"I have the feeling that nothing is impossible here"
In this role, I see that one-to-one tailored support is invaluable. That’s what makes the difference. Southdown works to help remove some of the fear of the future and helps people understand and live better with their mental health challenges.
I’m an Employment Specialist for Proof of Concept, which is a combined study and employment programme between Southdown and Brighton and Hove City Council, funded by the Department of Work and Pensions.
It’s a pre-pilot study to see whether a local organisation with mental health support experience is better placed to help people with mental health challenges get back into employment.
Brighton and Hove City Council is focusing on getting people with physical disability issues back into work, and Southdown is focusing on clients with mental health challenges.
My role is to support clients to help them find mainstream paid work. I see about three to four clients a day. Some clients are more difficult to engage with than others, so out of a total of 31, I have about 20 who are really engaging with the support.
Its one-to-one support using the Individual Placement and Support (IPS) approach as a guide where there’s a very clear framework to work towards. The IPS system is a proven way of working and Southdown is an IPS centre of excellence, accredited by the Centre for Mental Health.
My experience is that people with mental health challenges slowly move away from what they love and lose confidence as their mental health deteriorates. I help people identify the skills they didn’t know they had, then support them to stretch themselves. I like enabling people to push their boundaries.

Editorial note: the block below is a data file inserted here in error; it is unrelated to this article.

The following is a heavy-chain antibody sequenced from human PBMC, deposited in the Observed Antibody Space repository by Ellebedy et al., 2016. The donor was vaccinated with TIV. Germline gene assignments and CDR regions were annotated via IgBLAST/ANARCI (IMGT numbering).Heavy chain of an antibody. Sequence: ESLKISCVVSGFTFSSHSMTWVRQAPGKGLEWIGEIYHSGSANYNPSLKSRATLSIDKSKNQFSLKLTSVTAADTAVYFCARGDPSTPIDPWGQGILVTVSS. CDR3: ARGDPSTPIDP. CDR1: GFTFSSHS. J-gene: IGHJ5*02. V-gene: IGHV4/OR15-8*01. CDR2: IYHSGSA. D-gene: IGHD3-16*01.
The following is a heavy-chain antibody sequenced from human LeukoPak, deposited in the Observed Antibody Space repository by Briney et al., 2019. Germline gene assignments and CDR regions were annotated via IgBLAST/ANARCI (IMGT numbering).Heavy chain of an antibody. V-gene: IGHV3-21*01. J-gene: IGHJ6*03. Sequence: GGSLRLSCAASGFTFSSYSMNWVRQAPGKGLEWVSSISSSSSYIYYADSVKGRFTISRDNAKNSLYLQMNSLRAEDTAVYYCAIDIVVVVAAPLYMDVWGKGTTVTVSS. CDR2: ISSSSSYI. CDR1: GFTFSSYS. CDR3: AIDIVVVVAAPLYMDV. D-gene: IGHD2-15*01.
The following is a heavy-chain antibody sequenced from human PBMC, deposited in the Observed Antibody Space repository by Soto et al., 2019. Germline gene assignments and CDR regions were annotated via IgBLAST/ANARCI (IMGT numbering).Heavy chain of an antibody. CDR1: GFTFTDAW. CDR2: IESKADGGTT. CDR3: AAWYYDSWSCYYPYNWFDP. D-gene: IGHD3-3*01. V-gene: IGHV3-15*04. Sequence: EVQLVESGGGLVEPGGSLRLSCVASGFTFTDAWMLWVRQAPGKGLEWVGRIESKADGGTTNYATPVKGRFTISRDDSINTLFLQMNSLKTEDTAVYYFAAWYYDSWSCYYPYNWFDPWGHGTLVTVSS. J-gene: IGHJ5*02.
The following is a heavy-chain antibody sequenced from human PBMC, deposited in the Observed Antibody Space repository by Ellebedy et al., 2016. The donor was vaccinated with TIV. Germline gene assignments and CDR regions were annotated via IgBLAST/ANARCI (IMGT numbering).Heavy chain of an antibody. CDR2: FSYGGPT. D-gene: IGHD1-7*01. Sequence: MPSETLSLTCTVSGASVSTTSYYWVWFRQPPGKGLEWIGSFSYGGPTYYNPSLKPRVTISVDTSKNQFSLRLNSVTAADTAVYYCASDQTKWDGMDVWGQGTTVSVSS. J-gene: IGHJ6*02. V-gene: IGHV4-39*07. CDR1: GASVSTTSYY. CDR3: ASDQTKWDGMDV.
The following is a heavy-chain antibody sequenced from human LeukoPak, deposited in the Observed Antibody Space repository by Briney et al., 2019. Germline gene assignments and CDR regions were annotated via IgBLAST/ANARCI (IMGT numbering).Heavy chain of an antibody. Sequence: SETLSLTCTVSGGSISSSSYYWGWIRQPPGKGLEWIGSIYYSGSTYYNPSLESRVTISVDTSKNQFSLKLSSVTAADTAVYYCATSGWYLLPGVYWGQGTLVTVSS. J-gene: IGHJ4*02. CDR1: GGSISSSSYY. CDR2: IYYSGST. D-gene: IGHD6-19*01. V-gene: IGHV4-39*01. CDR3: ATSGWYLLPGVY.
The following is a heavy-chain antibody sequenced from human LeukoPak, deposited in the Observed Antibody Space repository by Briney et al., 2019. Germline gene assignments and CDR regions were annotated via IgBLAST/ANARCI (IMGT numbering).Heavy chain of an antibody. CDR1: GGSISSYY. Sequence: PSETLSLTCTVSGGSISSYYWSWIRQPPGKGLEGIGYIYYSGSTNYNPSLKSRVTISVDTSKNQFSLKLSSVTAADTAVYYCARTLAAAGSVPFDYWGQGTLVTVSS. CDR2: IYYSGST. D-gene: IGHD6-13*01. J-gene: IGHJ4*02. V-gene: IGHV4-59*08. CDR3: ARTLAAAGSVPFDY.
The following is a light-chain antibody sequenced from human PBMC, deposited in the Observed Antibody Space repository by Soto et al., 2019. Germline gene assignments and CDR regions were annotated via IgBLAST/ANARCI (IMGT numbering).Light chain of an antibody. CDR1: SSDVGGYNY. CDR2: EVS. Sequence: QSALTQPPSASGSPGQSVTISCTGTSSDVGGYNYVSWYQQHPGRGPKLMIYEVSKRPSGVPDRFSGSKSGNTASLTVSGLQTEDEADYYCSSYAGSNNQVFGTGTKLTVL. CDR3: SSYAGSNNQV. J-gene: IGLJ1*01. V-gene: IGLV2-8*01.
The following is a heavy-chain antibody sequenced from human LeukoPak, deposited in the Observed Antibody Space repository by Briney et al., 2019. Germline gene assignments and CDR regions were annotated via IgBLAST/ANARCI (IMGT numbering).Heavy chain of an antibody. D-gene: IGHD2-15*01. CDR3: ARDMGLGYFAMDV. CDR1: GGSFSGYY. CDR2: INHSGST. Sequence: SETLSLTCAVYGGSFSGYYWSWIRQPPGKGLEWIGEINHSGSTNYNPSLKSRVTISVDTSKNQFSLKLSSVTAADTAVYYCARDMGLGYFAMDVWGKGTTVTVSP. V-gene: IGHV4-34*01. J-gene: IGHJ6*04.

When someone goes for a job, there are so many hurdles that others might take for granted as being straight-forward. Each small step is massive for people experiencing poor mental health. Putting together a CV together for someone with high levels of anxiety and low levels of self-belief can be a real struggle.
I’ve found that some people are slow burners and want to work up to full-time employment. 16 + hours is a big leap for some.
I started this role in January 2018 and I’m the only Southdown worker involved in this project. The freedom to start this project on my own has been a challenge but it’s been a healthy one for me. I knew I had an experienced Supported Employment team behind me and I have never felt I was on my own with it.
It was very difficult in the initial stages. My biggest challenge has been getting the service itself known. I’ve been going to team talks, sending mass emails, going to GP surgeries and community centres, and designing a project poster.
I spend a lot of time on my own, looking at jobs advertised online and checking on small business’s doorways for job adverts in the local area. This is part of Employer Engagement which is a necessary part of the role. I really enjoy this part of my job. It’s refreshing to see employers embrace mental health as a real component and integral part of society.
There is a momentum of acceptance from employers who are now realising how difficult it is for employees to go back into work after a period of poor mental health. Things are definitely changing as employers recognise how much time is lost and how staff morale can be damaged due to mental health issues not being embraced as part of effective workforce planning.